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Gina Spadafori, the author of VetStreet, eloquently explains, “Your dog doesn’t realize that he’s getting older. His gray hairs don’t cause concern. He doesn’t count the number of times he can fetch a ball before tiring and compare that to his performance when he was a young dog in his prime. A dog lives in the now. He doesn’t reflect on his past; he can’t imagine his future. Your dog takes his cues from you. When you’re upbeat, encouraging and loving, he’ll be at his best. Your dog’s health is not entirely in your control, but you can have a real impact on his attitude.”

This time in your pet’s life can be a special experience for both of you. Embrace age-related changes you see in your pet, provide extra tender loving care and check off bucket list experiences to strengthen your bond and create memories to cherish.

Here are some tips for keeping senior pets content.

1. Increase the frequency, but decrease the intensity of exercise.
Your dog may not be able to romp through the park or your cat may not chase the laser pointer for hours on end anymore. Instead of insisting upon high-intensity cardio, try low impact activities such as walking at a gentle pace. Exercise is essential to your pet’s health, but your pet must remain comfortable while they are doing it. If physical activity becomes stressful, painful, or difficult for your pet, discuss your concerns with your veterinarian. They will likely recommend helpful treatments such as anti-inflammatory medications, joint supplements, laser therapy, or acupuncture.

2. Keep your pet fit and trim.
Arthritis is a common issue for many of our senior cats and dogs. Maintaining a good body condition helps to reduce extra strain on joints, bones and soft tissue structures. Active pets maintain muscle strength and flexibility. Consider a senior formulated diet, and search for ones that contain glucosamine and omega-3 fatty acids for joint health.

3. Don’t skimp on padding and soft bedding.
Soft, thick and easy to access cushioned bedding will cradle your pets’ body like a big hug. This extra padding provides additional comfort and support for old bones.

4. Provide non-slip flooring.
Hardwood and tile floors are beautiful but do not offer much traction. When pets get older, slippery floors can become difficult to maneuver. Carpets, carpet runners, and yoga mats in high traffic areas are a helpful addition to your home.

5. Not the best time to rearrange the furniture.
Your pet’s eyesight may not be what it used to be, but most are able to navigate familiar environments despite the decline in vision. Avoid dramatic physical changes to your pet’s environment so that they remain confident and comfortable.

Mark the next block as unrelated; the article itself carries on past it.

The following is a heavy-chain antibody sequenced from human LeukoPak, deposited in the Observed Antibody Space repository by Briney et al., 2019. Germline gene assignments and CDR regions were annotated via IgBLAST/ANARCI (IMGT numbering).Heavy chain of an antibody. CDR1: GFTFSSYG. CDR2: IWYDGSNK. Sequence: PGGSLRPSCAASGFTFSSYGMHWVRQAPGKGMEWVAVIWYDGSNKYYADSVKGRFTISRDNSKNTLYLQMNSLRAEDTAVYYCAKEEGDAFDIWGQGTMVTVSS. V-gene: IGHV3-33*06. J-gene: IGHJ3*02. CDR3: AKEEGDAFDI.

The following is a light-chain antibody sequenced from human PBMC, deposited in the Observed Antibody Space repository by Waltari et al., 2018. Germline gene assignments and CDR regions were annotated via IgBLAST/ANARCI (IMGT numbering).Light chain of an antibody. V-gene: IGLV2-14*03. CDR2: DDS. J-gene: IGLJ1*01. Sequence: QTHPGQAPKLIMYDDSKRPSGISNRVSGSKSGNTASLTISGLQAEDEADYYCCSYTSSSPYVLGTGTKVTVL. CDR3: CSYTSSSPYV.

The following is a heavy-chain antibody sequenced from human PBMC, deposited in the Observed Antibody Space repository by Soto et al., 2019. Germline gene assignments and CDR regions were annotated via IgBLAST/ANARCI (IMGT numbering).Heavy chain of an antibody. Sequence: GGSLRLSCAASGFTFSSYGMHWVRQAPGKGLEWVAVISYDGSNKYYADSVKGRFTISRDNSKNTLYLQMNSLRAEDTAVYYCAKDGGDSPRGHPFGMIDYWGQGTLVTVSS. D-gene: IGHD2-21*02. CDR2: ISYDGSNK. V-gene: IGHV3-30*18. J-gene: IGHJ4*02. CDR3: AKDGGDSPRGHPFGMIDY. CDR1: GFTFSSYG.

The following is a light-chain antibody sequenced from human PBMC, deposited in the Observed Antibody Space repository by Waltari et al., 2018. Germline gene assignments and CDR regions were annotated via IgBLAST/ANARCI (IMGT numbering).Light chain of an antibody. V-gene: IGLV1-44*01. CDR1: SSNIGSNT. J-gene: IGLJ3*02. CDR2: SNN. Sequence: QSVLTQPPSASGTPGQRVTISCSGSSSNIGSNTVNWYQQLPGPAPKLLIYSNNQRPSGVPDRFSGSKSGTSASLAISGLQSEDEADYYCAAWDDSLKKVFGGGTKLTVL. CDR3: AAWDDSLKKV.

6. Think toasty!
Older pets have a hard time regulating their body temperature. You may find them snuggling next to warm air vents or lying in the sun. For this reason, make sure your house is toasty warm and consider a nice sweater or blanket for your pet when going outside during the colder months.

7. Limit the stairs. Provide ramps for ease.
Single floor living may be easier on your pets. If they are used to jumping up on the couch, bed, or car, consider ramps to make higher places easier access.

8. Consider the litter box.
If your cat is going to the bathroom outside the litter box, you will need to investigate the cause. It is always a good idea to rule out any medical condition that may be responsible for litter box issues. If your cat is having trouble physically getting into the box you will need to cut down the height of the entrance/exit to the box. If your cat is having trouble holding the squat position, causing them to urinate over the edges of the box, purchase a box with high sides. Discuss pain management with your veterinarian. If all else fails, invest in puppy training pads to help control the cleanup.

9. Time and Patience.
Invest in time with your senior pets. They, sadly, do not have many years left and you will want to make the best of the time you have. Be patient with their growing needs and allow for the extra time and amenities they require and surely deserve.

10. Make a Senior Checkup at LVC.
It may be number 10 on our list, but an office visit and senior exam at Longwood Veterinary Center is the number one thing you can do for your senior pets. Early disease detection, pain management, and oral health assessment will keep your pet happy and comfortable through their senior years.

The staff here at Longwood Veterinary Center, located near Greenville, DE, are committed to lifelong compassionate veterinary care. We encourage our senior pet parents to discuss their observations, questions, or concerns. We will guide you with kindness and empathy offering medical, behavioral, and environmental recommendations to improve your pet’s life.

Are you interested in learning more about the care of senior pets? Check out this website from the AVMA: https://www.avma.org/public/PetCare/Pages/Caring-for-an-Older-Pet-FAQs.aspx.

Written By: Tara Corridori, LVT
Edited By: Corrina Parsons, VMD

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